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Showing posts from December, 2018

Books of Note

Universal Harvester by John Darnielle

Not surprisingly, like a lot of John Darnielle’s music, particularly those songs on the album The Sunset Tree (Pale Green Things springs to mind and is very much worth listening to), his writing only slowly reveals itself and its narrative direction. Not in any turgid or tedious fashion, but rather in an unhurried, gentler and more thoughtful way. Universal Harvester rolls gently along its path with only a few disconcerting and probably deliberate hiccups. It starts in Iowa in the 1990s with a young man, still living at home with his father but unable to leave because of the weight of his mother’s death, years before, in a car crash. The trauma tethers Jeremy and his father together like the gravitational pull of a dead star in a comfortable and predictable but numb orbit, but it’s never something that either of them can discuss openly.
Jeremy works at a VHS rental store, so we’re assuredly early-Worldwide Web era. His job is simple, repetitive, and keeps him and his father in entertai…

The Name Of The Rose by Umberto Eco

Labyrinths has long sat on my various bookshelves (at least since 2014, and is currently lost in a box somewhere in the desolate, dusty wastes of my as yet deconstructed new home) existing conflictingly both as something to be desired and something to be avoided. Yes, it’s an acknowledged masterpiece by a canonical genius. But it’s also short stories and essays. And you know how I feel about those.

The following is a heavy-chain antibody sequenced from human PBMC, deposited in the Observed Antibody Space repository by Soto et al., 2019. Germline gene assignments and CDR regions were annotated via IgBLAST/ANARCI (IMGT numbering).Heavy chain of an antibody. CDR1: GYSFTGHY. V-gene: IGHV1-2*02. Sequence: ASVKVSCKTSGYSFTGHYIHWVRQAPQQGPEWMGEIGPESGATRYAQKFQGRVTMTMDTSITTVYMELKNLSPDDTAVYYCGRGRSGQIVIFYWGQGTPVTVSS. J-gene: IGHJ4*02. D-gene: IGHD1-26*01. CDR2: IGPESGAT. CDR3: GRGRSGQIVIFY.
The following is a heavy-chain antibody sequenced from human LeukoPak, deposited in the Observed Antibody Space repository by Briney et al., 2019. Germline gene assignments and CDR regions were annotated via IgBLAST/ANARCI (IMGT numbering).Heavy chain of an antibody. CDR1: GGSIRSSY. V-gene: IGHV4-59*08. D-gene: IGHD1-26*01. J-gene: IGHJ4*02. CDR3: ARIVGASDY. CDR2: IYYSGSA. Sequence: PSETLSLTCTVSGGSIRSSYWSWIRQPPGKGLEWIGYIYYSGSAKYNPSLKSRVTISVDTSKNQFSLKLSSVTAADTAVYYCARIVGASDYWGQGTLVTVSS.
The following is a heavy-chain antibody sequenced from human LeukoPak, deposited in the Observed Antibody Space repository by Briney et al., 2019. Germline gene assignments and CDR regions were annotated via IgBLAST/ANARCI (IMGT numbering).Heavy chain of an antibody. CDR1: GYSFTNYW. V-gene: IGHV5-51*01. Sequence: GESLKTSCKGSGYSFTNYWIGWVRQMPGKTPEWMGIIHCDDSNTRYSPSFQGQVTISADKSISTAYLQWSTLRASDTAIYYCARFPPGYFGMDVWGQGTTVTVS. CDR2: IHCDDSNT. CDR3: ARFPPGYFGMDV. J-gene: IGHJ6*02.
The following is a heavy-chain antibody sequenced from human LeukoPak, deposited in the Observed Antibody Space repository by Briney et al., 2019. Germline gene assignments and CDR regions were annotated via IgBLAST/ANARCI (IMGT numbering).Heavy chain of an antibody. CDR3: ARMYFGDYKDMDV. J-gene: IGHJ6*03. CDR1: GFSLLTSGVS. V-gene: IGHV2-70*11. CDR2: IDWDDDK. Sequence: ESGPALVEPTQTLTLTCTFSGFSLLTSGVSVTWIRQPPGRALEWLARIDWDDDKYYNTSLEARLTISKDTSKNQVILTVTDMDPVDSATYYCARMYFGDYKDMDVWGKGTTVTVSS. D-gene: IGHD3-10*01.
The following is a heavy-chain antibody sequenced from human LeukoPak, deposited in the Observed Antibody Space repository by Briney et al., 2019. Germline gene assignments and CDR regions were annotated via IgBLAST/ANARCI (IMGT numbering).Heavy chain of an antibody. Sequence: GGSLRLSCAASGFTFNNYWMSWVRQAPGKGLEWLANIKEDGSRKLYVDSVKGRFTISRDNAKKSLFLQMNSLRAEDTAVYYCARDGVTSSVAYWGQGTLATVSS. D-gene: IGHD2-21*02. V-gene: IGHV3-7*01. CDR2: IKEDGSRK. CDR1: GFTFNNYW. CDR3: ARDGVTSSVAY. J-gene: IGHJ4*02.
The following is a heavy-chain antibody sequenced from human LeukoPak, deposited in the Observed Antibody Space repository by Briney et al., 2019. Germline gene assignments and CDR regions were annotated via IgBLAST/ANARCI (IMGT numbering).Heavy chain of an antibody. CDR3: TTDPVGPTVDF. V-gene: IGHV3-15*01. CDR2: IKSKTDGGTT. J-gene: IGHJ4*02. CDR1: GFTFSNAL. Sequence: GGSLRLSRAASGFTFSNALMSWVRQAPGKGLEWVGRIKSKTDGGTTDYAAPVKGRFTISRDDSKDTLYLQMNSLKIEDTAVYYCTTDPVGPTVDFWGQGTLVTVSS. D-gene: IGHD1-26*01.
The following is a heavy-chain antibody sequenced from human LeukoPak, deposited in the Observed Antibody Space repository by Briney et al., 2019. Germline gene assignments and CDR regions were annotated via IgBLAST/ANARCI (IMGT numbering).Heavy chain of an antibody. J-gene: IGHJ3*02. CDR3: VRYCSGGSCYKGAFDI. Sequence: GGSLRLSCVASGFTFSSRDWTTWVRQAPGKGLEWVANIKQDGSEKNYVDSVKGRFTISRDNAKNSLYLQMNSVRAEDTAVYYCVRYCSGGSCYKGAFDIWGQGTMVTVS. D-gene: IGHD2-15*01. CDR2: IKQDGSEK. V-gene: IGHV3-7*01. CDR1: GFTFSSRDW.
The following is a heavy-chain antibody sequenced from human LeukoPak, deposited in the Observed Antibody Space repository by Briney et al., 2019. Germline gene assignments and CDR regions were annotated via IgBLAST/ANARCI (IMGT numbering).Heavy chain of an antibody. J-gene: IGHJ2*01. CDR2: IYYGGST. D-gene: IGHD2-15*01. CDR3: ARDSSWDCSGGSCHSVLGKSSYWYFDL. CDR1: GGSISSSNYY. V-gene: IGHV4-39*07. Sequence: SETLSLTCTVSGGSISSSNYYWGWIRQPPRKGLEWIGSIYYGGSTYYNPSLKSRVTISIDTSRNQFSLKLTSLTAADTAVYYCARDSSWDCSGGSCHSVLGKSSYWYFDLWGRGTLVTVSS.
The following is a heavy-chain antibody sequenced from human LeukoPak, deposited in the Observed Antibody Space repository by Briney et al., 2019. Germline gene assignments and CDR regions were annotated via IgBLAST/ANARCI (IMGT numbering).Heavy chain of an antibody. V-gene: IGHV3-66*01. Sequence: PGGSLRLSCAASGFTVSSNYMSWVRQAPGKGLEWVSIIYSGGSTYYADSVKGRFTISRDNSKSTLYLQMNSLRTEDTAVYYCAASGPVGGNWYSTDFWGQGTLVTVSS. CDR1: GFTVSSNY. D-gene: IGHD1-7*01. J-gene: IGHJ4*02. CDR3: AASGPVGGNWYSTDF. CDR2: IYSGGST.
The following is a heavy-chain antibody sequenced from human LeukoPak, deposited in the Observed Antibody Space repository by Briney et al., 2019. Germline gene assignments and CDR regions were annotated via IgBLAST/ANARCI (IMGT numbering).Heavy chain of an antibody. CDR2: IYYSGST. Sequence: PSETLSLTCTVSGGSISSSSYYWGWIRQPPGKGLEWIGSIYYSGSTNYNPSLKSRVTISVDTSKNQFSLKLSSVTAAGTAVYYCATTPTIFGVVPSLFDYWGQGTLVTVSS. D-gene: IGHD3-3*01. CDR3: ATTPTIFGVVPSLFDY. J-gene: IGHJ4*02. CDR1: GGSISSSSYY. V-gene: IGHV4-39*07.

However, it may yet find its way shortly into my work bag (once recovered) and thus into my brain via my eyes on the commute, and it has a lot to do with Umberto Eco and this historical murder mystery.
Better humans than I have extolled the great verisimilitude, scholarship, historicity and semeiotical brilliance of Eco’s debut novel – that’s right, it’s his FIRST NOVEL – so you won’t find me banging on about it. In fact, you should probably go away and read this article by David Fish and be more entertained and informed and left more in awe of this book than you thought possible. I prefer in…

Dancing In The Dark: My Struggle Volume 4 by Karl Ove Knausgaard

Knausgaard fatigue might soon be a diagnosable condition, listed in future editions of the Diagnostic and Statistical Manual of Mental Disorders, if only readers failed to persevere past the first few volumes of My Struggle. I was certainly moved to take some time off between books, to recuperate and steel myself for the next onslaught. But just what it is that so thoroughly drains is something of a mystery, when I most certainly feel full and almost buoyant by book’s end. Is it the weight of confession? Is it the exposure of thoughts I’d had and still have, thoughts I believed were unique to me but were now laid bare for all to read? Some measure of shame? Whatever it is, it makes for a tense time to be around me, that’s for sure. It’s a strange thing to be bursting to talk about it but be too exhausted to explain the context.
Anyhow, volume four sees Karl Ove embark on his abortive teaching career, aged 18, in some far-flung corner of northern Norway. What this comes down to in essen…